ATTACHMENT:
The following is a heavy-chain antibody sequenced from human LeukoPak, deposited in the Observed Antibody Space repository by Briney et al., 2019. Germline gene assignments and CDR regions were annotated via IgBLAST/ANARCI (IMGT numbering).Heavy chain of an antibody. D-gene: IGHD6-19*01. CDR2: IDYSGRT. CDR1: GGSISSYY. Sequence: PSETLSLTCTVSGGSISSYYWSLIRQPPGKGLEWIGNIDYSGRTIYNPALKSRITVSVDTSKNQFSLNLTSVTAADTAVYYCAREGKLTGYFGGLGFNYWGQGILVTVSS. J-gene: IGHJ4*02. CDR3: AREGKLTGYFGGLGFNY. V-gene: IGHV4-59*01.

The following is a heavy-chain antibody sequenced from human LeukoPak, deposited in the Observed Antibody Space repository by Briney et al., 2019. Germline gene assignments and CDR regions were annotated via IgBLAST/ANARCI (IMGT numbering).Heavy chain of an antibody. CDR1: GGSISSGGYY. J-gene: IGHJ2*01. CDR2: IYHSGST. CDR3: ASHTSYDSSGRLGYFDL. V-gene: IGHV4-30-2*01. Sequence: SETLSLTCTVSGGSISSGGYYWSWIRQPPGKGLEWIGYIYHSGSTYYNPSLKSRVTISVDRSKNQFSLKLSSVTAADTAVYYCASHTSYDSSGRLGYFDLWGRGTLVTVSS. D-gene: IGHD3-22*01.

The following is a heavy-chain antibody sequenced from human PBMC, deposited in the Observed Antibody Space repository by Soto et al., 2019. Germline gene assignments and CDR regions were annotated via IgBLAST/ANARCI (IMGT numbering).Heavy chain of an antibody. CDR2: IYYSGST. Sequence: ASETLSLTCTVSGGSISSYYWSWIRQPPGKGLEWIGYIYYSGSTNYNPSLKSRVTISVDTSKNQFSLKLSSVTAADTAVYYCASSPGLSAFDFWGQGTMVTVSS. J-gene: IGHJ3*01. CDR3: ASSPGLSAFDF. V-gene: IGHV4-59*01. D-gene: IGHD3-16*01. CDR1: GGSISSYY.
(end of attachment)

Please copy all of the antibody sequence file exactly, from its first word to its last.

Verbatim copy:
The following is a heavy-chain antibody sequenced from human LeukoPak, deposited in the Observed Antibody Space repository by Briney et al., 2019. Germline gene assignments and CDR regions were annotated via IgBLAST/ANARCI (IMGT numbering).Heavy chain of an antibody. D-gene: IGHD6-19*01. CDR2: IDYSGRT. CDR1: GGSISSYY. Sequence: PSETLSLTCTVSGGSISSYYWSLIRQPPGKGLEWIGNIDYSGRTIYNPALKSRITVSVDTSKNQFSLNLTSVTAADTAVYYCAREGKLTGYFGGLGFNYWGQGILVTVSS. J-gene: IGHJ4*02. CDR3: AREGKLTGYFGGLGFNY. V-gene: IGHV4-59*01.

The following is a heavy-chain antibody sequenced from human LeukoPak, deposited in the Observed Antibody Space repository by Briney et al., 2019. Germline gene assignments and CDR regions were annotated via IgBLAST/ANARCI (IMGT numbering).Heavy chain of an antibody. CDR1: GGSISSGGYY. J-gene: IGHJ2*01. CDR2: IYHSGST. CDR3: ASHTSYDSSGRLGYFDL. V-gene: IGHV4-30-2*01. Sequence: SETLSLTCTVSGGSISSGGYYWSWIRQPPGKGLEWIGYIYHSGSTYYNPSLKSRVTISVDRSKNQFSLKLSSVTAADTAVYYCASHTSYDSSGRLGYFDLWGRGTLVTVSS. D-gene: IGHD3-22*01.

The following is a heavy-chain antibody sequenced from human PBMC, deposited in the Observed Antibody Space repository by Soto et al., 2019. Germline gene assignments and CDR regions were annotated via IgBLAST/ANARCI (IMGT numbering).Heavy chain of an antibody. CDR2: IYYSGST. Sequence: ASETLSLTCTVSGGSISSYYWSWIRQPPGKGLEWIGYIYYSGSTNYNPSLKSRVTISVDTSKNQFSLKLSSVTAADTAVYYCASSPGLSAFDFWGQGTMVTVSS. J-gene: IGHJ3*01. CDR3: ASSPGLSAFDF. V-gene: IGHV4-59*01. D-gene: IGHD3-16*01. CDR1: GGSISSYY.